Inbound and outbound oracles

With blockchains, Oracles create a two-way communication channel through which they send and receive data. Inbound oracles are more likely to bring off-chain (or real-world) data to the blockchain than outbound oracles, which can deliver blockchain data to the outside world. The imported data can also represent a wide range of things, including changes in asset prices, weather patterns, and the confirmation of completed payments.

A basic programmable scenario for inbound oracles may be: If an asset hits a certain price, place a buy order. On the other hand, outbound oracles notify the outside world of an event that took place on-chain.

Centralized and decentralized oracles

A sole entity controls a centralized oracle and serves as the only data source used by a smart contract. However, it can be risky to rely entirely on one source of information because the effectiveness of the oracle is purely dependent on the entity in charge of the oracle.

A hostile intervention by a bad actor will also directly impact the smart contract. Centralized oracles have a single point of failure, which is the primary issue as it leaves contracts more open to attacks and vulnerabilities.

Several objectives of decentralized oracles are similar to those of public blockchains, like minimizing counterparty risk. For example, by avoiding reliance on a single source of truth, they increase the reliability of the data given to smart contracts.

Decentralized oracles are also called consensus oracles since the smart contract consults several oracles to evaluate the validity and accuracy of the data. Some Blockchain Oracle projects offer decentralized oracle services that other blockchains can utilize.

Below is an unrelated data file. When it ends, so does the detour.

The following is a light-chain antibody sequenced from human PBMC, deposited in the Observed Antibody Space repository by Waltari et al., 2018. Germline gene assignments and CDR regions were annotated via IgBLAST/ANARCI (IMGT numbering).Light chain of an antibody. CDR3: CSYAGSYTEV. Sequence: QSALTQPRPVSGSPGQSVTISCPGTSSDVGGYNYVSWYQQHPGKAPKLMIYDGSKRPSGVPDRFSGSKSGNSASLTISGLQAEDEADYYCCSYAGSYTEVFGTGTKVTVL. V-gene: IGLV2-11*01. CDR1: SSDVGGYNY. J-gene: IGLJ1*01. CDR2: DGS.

Human oracles

Sometimes oracles might be people who have specialized knowledge in a certain field. They might collect data from numerous sources, validate it, and turn it into smart contracts. The likelihood of a fraudster impersonating a human oracle and providing modified data is low because they can use encryption to confirm their identity.

Contract-specific oracles

These oracles are designed to function with single-use smart contracts. However, it will be necessary to build several contract-specific oracles if the developer plans to deploy numerous smart contracts.

Oracles that are only applicable to contracts are not worth the time and effort required to maintain them. Instead, they are inconvenient and ought to be used only in certain circumstances.

Computation oracles

So far, we have discussed oracles in terms of their use in gathering and providing data (also called data carrier oracles or automated oracles). But with Ethereum’s built-in block gas constraint and extremely high computation cost, oracles can be utilized to conduct any arbitrary “off-chain” compute solution.

Instead of merely relaying the results of a query, computation oracles can be used to compute on a set of inputs and deliver a calculated result that would be impossible to compute on-chain otherwise. For example, a computation oracle may be used to carry out a computationally challenging regression calculation to estimate the yield of a bond contract.

Conclusion: Can Blockchain Oracles be fully trusted?

By incorporating outside data into the equation, oracles play a crucial part in the execution of smart contracts. On the other side, oracles present a serious risk since, if they are regarded as reliable sources and are vulnerable to hacking, they could jeopardize the successful execution of the smart contracts they support.

In general, the trust model must be properly taken into account when thinking about using an oracle. If we assume the oracle can be trusted, then you may be risking the security of the smart contract by exposing it to potentially wrong inputs. Oracles can be useful, though, if the security assumptions are carefully taken into account.

Disclaimer: Cryptocurrency is not a legal tender and is currently unregulated. Kindly ensure that you undertake sufficient risk assessment when trading cryptocurrencies as they are often subject to high price volatility. The information provided in this section doesn't represent any investment advice or WazirX's official position. WazirX reserves the right in its sole discretion to amend or change this blog post at any time and for any reasons without prior notice.
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Harshita Shrivastava

Harshita Shrivastava is an Associate Content Writer with WazirX. She did her graduation in E-Commerce and loved the concept of Digital Marketing. With a brief knowledge of SEO and Content Writing, she knows how to win her content game!